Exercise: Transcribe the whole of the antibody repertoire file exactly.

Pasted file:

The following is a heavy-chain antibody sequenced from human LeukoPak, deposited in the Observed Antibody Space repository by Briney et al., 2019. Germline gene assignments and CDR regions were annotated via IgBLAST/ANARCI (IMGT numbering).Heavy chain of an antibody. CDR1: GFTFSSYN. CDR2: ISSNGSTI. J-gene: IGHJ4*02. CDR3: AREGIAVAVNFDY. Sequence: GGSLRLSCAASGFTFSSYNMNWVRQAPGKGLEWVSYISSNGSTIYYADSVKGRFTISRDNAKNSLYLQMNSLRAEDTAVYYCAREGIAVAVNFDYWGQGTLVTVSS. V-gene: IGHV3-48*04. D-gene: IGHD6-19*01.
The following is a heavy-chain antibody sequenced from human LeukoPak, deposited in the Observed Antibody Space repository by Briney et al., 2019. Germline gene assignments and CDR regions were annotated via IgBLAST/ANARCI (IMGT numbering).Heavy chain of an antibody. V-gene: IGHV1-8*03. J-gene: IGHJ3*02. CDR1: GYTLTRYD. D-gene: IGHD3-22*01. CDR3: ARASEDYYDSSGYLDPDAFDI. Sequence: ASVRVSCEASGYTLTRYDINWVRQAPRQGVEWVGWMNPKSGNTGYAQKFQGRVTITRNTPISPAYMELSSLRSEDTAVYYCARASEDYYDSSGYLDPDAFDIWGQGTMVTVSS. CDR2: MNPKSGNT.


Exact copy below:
The following is a heavy-chain antibody sequenced from human LeukoPak, deposited in the Observed Antibody Space repository by Briney et al., 2019. Germline gene assignments and CDR regions were annotated via IgBLAST/ANARCI (IMGT numbering).Heavy chain of an antibody. CDR1: GFTFSSYN. CDR2: ISSNGSTI. J-gene: IGHJ4*02. CDR3: AREGIAVAVNFDY. Sequence: GGSLRLSCAASGFTFSSYNMNWVRQAPGKGLEWVSYISSNGSTIYYADSVKGRFTISRDNAKNSLYLQMNSLRAEDTAVYYCAREGIAVAVNFDYWGQGTLVTVSS. V-gene: IGHV3-48*04. D-gene: IGHD6-19*01.
The following is a heavy-chain antibody sequenced from human LeukoPak, deposited in the Observed Antibody Space repository by Briney et al., 2019. Germline gene assignments and CDR regions were annotated via IgBLAST/ANARCI (IMGT numbering).Heavy chain of an antibody. V-gene: IGHV1-8*03. J-gene: IGHJ3*02. CDR1: GYTLTRYD. D-gene: IGHD3-22*01. CDR3: ARASEDYYDSSGYLDPDAFDI. Sequence: ASVRVSCEASGYTLTRYDINWVRQAPRQGVEWVGWMNPKSGNTGYAQKFQGRVTITRNTPISPAYMELSSLRSEDTAVYYCARASEDYYDSSGYLDPDAFDIWGQGTMVTVSS. CDR2: MNPKSGNT.